Very few people know this about me.
I graduated from my liberal arts college with my drama degree and no true direction in my life. All I had was my actor’s makeup kit and a dream to be on daytime television, be it a soap opera or a talk show. Sadly, doors were closed left and right.
Apparently the soap opera world cares not for the erudite excellence of a bachelor of arts carrying, classically trained actor from rural, northeast Georgia. Eff you, Passions. Eff you.
So after “no thank yous” from Montel, Maury and, again, effing Passions, I took to traveling the rails between New York and Georgia disguised as a dancing and singing hobo.
A classically trained hobo, that is.
I took the nom-du-hobo of Saggy Britches Sammy, and with my hobo sack full of Ben Nye Makeup (for my fake stubble beard), I became one of the most celebrated hobos to ride the tracks during that winter and spring of 1997.
Night after night, my hobo pals would cram into boxcar eight for my performances.
Boxcar Eight was MY BOXCAR. Don’t you let that crap-head hobo Chuckles O’Leary tell you none different. He sold me that box car for three cans of beans and a mighty nice comb and full square of wax paper. Those beans were awful good and had a full chunk of pork fat in every one! So you tell Chuckles to back off or I swear to God I’ll string up his cat, Eisenhower, like a goddamn mandolin!
Sorry. That ass Chuckles O’Leary sure used to get my goat … I’d given him my heart too, if only he wanted it…
Where was I?
Back in the day all the finest hobos would cram into Boxcar Eight for my nightly show. I’d light a cozy fire in my trashcan with some gasoline and whatever dirty newspaper was left over from my morning squats. The hobos would form a semi circle around me. And right there in the crudest of settings I’d bring the characters of the Bard to life. I treated these modern day groundlings (and their pets) to the most classical of the classic characters studied by this classically trained actor turned louse ridden hobo. (Whew, did I have lice? Thousands.)
I usually started the show as … Ophelia!
Her descent into madness upon learning the death of her father, Polonius, served as a fantastic opener for my show. My whooping and hollering and singing never failed to hook their attention. The several mentally unstable hobos, Talks-To-Himself-Jonesy in particular, loved the Ophelia bits.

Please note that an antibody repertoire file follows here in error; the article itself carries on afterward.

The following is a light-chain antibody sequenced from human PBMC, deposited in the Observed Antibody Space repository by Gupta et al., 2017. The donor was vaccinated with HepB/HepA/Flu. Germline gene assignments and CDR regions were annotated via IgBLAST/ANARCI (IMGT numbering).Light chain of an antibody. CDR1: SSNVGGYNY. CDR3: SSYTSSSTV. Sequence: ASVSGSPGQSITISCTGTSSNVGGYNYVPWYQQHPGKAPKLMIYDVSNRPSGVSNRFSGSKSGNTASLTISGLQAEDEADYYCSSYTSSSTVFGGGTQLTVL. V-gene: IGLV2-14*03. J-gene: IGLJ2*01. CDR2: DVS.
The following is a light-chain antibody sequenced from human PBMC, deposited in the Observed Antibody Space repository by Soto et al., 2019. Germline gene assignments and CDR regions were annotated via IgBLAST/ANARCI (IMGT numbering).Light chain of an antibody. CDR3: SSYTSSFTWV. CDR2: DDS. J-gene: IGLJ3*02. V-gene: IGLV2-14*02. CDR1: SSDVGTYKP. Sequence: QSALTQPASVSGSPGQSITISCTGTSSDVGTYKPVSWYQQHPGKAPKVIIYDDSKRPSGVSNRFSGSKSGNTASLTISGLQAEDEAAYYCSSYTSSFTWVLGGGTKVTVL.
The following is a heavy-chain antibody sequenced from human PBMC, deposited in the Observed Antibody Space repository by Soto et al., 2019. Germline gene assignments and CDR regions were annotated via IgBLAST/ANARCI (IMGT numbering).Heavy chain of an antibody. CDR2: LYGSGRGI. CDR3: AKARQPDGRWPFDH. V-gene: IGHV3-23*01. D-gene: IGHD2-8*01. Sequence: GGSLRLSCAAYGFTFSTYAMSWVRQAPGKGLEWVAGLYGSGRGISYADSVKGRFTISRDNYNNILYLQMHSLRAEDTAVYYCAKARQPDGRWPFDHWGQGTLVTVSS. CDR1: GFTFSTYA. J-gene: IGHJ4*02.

From Ophelia’s suicide, I’d follow the dark path into the vengeance and jealousy of Shakespeare’s finest villain, Iago from Othello.
Ah, Iago: so angry, so envious, so manipulative, so desiring to get up on a hunky, straight, black man. I’ve always felt a special kinship with that infamous role.
Then I’d lighten the mood with a back-to-back helping of two fools: Bottom from A Midsummer Night's Dream and Cathness from Macbeth.
Cathness isn’t really a “fool” role. In fact he only has one line in Macbeth, but that’s the only role I got that year in my classically trained education, so I built an elaborate back story for Cathness in which he was a court jester, but through a series of elaborate pranks (and his lust for a hunky, straight, black man) he managed to assume a position of influence among Macbeth’s royal court.
Most theatre goers fail to realize the immense preparation that the classically trained actor pours into every role, regardless of whether it's one line or a million-billion lines.
Of course my monologue as Cathness was rather short. It was only one line; three words I think.
Next, I’d do a variety of modern interpretations of Hamlet from Hamlet: Hamlet as Rocky Balboa, Hamlet as Ronald Regan, Hamlet as Dolly Parton and (my favorite) Hamlet as Patrick Stewart as Captain Picard in a Holosuite aboard the USS Enterprise as Hamlet. <-- that’s what we classically trained types call “levels”.
Please understand that’s the beauty of Shakespeare: the various themes (incest, assassination, shipwrecks, ghosts) are so very universal that anyone, be it a hobo or a delusional undergraduate actor with no real future prospects, can parlay an experience through the Bard’s words that any audience will appreciate and relate to.
And how those crazy, stinky hobos loved my Shakespeare. They loved it! They loved me, and I tolerated them so long as they loved me. I sure miss acting.
Those were some good times.